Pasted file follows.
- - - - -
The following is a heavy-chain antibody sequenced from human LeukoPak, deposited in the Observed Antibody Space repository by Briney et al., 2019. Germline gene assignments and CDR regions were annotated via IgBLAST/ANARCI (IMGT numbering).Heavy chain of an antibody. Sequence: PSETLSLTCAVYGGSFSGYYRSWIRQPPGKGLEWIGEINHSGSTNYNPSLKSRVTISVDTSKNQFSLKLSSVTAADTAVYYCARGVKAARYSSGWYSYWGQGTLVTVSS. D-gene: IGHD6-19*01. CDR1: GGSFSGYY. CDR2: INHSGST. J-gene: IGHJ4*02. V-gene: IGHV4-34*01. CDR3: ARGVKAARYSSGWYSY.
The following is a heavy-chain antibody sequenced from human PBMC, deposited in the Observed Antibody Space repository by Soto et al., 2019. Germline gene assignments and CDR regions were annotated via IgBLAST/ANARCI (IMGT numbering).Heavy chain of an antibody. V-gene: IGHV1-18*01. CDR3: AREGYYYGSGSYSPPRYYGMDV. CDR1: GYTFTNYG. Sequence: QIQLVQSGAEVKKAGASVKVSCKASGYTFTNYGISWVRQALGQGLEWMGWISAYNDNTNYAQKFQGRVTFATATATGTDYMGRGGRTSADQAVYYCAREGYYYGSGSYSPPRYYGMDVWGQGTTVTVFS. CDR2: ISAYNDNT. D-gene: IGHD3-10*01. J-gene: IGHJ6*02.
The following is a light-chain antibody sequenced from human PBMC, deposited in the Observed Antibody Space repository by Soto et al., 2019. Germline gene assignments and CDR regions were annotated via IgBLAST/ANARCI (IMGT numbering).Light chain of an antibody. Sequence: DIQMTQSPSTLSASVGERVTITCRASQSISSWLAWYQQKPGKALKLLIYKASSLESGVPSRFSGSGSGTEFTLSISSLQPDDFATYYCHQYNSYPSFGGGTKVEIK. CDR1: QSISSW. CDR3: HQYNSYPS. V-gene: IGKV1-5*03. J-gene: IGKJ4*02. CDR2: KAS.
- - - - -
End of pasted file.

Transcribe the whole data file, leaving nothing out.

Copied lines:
The following is a heavy-chain antibody sequenced from human LeukoPak, deposited in the Observed Antibody Space repository by Briney et al., 2019. Germline gene assignments and CDR regions were annotated via IgBLAST/ANARCI (IMGT numbering).Heavy chain of an antibody. Sequence: PSETLSLTCAVYGGSFSGYYRSWIRQPPGKGLEWIGEINHSGSTNYNPSLKSRVTISVDTSKNQFSLKLSSVTAADTAVYYCARGVKAARYSSGWYSYWGQGTLVTVSS. D-gene: IGHD6-19*01. CDR1: GGSFSGYY. CDR2: INHSGST. J-gene: IGHJ4*02. V-gene: IGHV4-34*01. CDR3: ARGVKAARYSSGWYSY.
The following is a heavy-chain antibody sequenced from human PBMC, deposited in the Observed Antibody Space repository by Soto et al., 2019. Germline gene assignments and CDR regions were annotated via IgBLAST/ANARCI (IMGT numbering).Heavy chain of an antibody. V-gene: IGHV1-18*01. CDR3: AREGYYYGSGSYSPPRYYGMDV. CDR1: GYTFTNYG. Sequence: QIQLVQSGAEVKKAGASVKVSCKASGYTFTNYGISWVRQALGQGLEWMGWISAYNDNTNYAQKFQGRVTFATATATGTDYMGRGGRTSADQAVYYCAREGYYYGSGSYSPPRYYGMDVWGQGTTVTVFS. CDR2: ISAYNDNT. D-gene: IGHD3-10*01. J-gene: IGHJ6*02.
The following is a light-chain antibody sequenced from human PBMC, deposited in the Observed Antibody Space repository by Soto et al., 2019. Germline gene assignments and CDR regions were annotated via IgBLAST/ANARCI (IMGT numbering).Light chain of an antibody. Sequence: DIQMTQSPSTLSASVGERVTITCRASQSISSWLAWYQQKPGKALKLLIYKASSLESGVPSRFSGSGSGTEFTLSISSLQPDDFATYYCHQYNSYPSFGGGTKVEIK. CDR1: QSISSW. CDR3: HQYNSYPS. V-gene: IGKV1-5*03. J-gene: IGKJ4*02. CDR2: KAS.